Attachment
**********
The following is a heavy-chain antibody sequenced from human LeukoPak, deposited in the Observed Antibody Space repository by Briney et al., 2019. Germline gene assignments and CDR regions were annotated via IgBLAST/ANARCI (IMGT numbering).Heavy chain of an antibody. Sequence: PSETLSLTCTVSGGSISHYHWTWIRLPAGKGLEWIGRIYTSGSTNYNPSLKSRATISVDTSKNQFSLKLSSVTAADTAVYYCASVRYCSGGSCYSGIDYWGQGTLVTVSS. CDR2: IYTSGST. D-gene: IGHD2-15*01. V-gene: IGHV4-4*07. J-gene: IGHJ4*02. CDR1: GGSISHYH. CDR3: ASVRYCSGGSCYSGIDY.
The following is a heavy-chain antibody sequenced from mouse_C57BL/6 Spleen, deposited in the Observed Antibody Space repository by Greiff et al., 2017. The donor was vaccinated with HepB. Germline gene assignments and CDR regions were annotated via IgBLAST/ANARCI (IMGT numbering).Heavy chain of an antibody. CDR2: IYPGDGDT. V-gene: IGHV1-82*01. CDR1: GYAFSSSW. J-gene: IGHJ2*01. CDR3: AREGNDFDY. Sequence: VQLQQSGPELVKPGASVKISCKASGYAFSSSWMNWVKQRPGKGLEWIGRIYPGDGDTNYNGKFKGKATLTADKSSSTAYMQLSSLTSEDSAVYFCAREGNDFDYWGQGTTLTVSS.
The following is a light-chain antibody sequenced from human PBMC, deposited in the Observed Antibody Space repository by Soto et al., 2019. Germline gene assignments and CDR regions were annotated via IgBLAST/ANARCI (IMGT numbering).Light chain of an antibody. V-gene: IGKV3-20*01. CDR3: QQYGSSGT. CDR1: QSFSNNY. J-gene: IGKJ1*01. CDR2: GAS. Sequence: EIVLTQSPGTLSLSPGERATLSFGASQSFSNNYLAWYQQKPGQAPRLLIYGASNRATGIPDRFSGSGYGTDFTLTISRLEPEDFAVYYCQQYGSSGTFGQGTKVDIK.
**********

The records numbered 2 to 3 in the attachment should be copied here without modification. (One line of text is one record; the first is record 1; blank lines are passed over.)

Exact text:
The following is a heavy-chain antibody sequenced from mouse_C57BL/6 Spleen, deposited in the Observed Antibody Space repository by Greiff et al., 2017. The donor was vaccinated with HepB. Germline gene assignments and CDR regions were annotated via IgBLAST/ANARCI (IMGT numbering).Heavy chain of an antibody. CDR2: IYPGDGDT. V-gene: IGHV1-82*01. CDR1: GYAFSSSW. J-gene: IGHJ2*01. CDR3: AREGNDFDY. Sequence: VQLQQSGPELVKPGASVKISCKASGYAFSSSWMNWVKQRPGKGLEWIGRIYPGDGDTNYNGKFKGKATLTADKSSSTAYMQLSSLTSEDSAVYFCAREGNDFDYWGQGTTLTVSS.
The following is a light-chain antibody sequenced from human PBMC, deposited in the Observed Antibody Space repository by Soto et al., 2019. Germline gene assignments and CDR regions were annotated via IgBLAST/ANARCI (IMGT numbering).Light chain of an antibody. V-gene: IGKV3-20*01. CDR3: QQYGSSGT. CDR1: QSFSNNY. J-gene: IGKJ1*01. CDR2: GAS. Sequence: EIVLTQSPGTLSLSPGERATLSFGASQSFSNNYLAWYQQKPGQAPRLLIYGASNRATGIPDRFSGSGYGTDFTLTISRLEPEDFAVYYCQQYGSSGTFGQGTKVDIK.